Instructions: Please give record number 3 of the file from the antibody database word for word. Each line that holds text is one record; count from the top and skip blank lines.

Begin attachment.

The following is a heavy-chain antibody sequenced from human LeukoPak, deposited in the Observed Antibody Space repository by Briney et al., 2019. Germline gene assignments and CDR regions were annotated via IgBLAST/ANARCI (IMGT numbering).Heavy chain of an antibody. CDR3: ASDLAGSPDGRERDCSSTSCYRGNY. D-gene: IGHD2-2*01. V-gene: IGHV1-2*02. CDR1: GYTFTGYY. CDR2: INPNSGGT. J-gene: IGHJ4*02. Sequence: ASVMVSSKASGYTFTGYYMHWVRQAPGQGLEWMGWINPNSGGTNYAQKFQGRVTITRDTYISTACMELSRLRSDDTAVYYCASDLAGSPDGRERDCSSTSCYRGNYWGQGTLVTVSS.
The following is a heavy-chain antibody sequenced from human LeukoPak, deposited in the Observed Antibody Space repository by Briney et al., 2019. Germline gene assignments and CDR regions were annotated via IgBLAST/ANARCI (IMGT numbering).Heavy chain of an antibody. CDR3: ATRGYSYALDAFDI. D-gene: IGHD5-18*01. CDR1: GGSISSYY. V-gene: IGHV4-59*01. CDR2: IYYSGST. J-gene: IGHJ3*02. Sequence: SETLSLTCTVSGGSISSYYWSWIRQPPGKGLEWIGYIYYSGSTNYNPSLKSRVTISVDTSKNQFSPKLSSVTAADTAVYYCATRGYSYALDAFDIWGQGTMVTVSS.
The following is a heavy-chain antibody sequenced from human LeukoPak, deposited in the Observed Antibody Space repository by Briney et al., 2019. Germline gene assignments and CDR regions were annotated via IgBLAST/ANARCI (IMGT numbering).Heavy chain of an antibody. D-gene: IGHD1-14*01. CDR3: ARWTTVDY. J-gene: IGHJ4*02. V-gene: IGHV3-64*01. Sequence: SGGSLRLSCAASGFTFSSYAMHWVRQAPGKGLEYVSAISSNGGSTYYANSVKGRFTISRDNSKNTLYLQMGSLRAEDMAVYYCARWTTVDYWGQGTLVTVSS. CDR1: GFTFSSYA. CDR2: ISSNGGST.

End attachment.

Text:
The following is a heavy-chain antibody sequenced from human LeukoPak, deposited in the Observed Antibody Space repository by Briney et al., 2019. Germline gene assignments and CDR regions were annotated via IgBLAST/ANARCI (IMGT numbering).Heavy chain of an antibody. D-gene: IGHD1-14*01. CDR3: ARWTTVDY. J-gene: IGHJ4*02. V-gene: IGHV3-64*01. Sequence: SGGSLRLSCAASGFTFSSYAMHWVRQAPGKGLEYVSAISSNGGSTYYANSVKGRFTISRDNSKNTLYLQMGSLRAEDMAVYYCARWTTVDYWGQGTLVTVSS. CDR1: GFTFSSYA. CDR2: ISSNGGST.